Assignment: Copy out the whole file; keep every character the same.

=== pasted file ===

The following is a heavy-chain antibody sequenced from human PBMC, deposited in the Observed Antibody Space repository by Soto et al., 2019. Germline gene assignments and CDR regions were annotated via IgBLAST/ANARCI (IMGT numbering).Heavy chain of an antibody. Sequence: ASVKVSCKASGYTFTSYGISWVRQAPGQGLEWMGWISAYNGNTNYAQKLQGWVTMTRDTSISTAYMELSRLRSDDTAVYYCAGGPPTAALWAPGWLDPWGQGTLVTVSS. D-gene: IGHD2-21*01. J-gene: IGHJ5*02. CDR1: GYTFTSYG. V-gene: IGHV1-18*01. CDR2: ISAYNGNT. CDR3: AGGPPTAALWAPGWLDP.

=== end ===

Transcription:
The following is a heavy-chain antibody sequenced from human PBMC, deposited in the Observed Antibody Space repository by Soto et al., 2019. Germline gene assignments and CDR regions were annotated via IgBLAST/ANARCI (IMGT numbering).Heavy chain of an antibody. Sequence: ASVKVSCKASGYTFTSYGISWVRQAPGQGLEWMGWISAYNGNTNYAQKLQGWVTMTRDTSISTAYMELSRLRSDDTAVYYCAGGPPTAALWAPGWLDPWGQGTLVTVSS. D-gene: IGHD2-21*01. J-gene: IGHJ5*02. CDR1: GYTFTSYG. V-gene: IGHV1-18*01. CDR2: ISAYNGNT. CDR3: AGGPPTAALWAPGWLDP.